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Bananas: Keeping the dreaded TR4 disease at bay

• Bananas are the staple in many parts of the world because of their high nutritional value.
• India is the leading producer of bananas, but the Latin American region is the largest exporter of the fruit.
• A fungal disease called Panama wilt or TR4 has gripped the major exported variety of Cavendish bananas, posing a major threat to the crop.
• With its rich portfolio of banana varieties, India can take the lead in developing new, disease-resistant cultivars to combat this menace.

Bananas originated in Malaysia 4,000 years ago, are rich in vitamin B6 and C, manganese, potassium, dietary fiber, potassium, biotin, and copper. From Malaysia, bananas spread to India and the Philippines and further to the Americas. According to FAO, the world’s total production of bananas was 114 million tonnes in 2017, led by Asia, North & South America and Africa.

India is the leading producer with an average production of 29 million tonnes per year between 2010 and 2017 – a fourth of global production – followed by China with average annual production of 11 million tonnes, Philippines with an annual average of 7.5 million tonnes and Ecuador and Brazil at 7 million tonnes each. Philippines is the largest consumer with per capita consumption of 60 kg/year. Banana provides 25% of the daily calorie intake in countries like Uganda, Rwanda and Cameroon, where per capita consumption exceeds 200 kg of bananas including plantains, according to FAO. In least-developed economies, bananas as a staple provide food security because of high nutritional value and are also a source of income generation as a cash crop.

As per the Ministry of Agriculture’s Horticultural Statistics at a Glance 2018, India’s area under cultivation of bananas has remained around 0.8 million hectares, while production has increased from 29.13 million MT in 2015-16 to 30.8 million MT in 2017-18. Major banana producing areas in India lie in the states of Tamil Nadu, Andhra Pradesh, Maharashtra, Gujarat and Karnataka. In 2017-18, only 101,314.37 MT of bananas were exported by India out of the 30.8 million MT production. It indicates that India’s production of bananas is consumed domestically only.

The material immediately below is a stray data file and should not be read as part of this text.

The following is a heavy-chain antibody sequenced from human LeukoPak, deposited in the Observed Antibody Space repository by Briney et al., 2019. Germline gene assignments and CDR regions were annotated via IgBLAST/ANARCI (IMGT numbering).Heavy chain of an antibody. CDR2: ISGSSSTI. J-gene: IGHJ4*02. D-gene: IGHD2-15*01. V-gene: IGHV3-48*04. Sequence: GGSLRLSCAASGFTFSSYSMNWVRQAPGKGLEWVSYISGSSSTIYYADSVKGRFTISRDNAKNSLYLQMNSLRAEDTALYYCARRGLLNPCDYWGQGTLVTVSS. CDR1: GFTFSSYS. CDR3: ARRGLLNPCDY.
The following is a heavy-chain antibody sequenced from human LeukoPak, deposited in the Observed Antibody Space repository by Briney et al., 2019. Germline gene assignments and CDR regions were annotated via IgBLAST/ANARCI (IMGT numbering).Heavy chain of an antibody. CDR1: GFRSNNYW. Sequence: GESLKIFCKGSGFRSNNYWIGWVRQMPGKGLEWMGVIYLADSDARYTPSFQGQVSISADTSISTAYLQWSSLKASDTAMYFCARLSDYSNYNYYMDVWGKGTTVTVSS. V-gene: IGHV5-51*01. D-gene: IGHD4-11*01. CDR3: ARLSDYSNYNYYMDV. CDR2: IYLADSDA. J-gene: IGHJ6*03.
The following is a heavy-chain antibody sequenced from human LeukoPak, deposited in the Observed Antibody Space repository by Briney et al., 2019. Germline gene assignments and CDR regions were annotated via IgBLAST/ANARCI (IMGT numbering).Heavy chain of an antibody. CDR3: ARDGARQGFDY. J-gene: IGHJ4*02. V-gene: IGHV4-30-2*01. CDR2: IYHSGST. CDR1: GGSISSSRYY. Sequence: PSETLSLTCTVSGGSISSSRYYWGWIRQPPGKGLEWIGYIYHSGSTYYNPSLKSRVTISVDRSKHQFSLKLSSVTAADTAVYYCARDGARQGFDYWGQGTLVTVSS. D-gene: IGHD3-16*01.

Major banana exporters in the world originate in the Latin American region. These countries produce the Cavendish variety of bananas, which is more durable during shipping as compared to others. Ecuador, Philippines, Guatemala, Costa Rica and Belgium are the top exporters of bananas (2018) while US, Russia, Belgium, China and Germany are the top importers of bananas (excluding plantains).

India’s exports of the product mainly go to countries (in terms of quantities) like Nepal, Oman, Iran, UAE, Iraq, Saudi Arabia, Afghanistan, Qatar and Kuwait- mainly in the Middle East and Asia. The main reason for this is the transportation time to other destinations, which makes exports unfeasible due to the perishable properties of the product. There are no imports of banana into India.

Bananas racing towards extinction?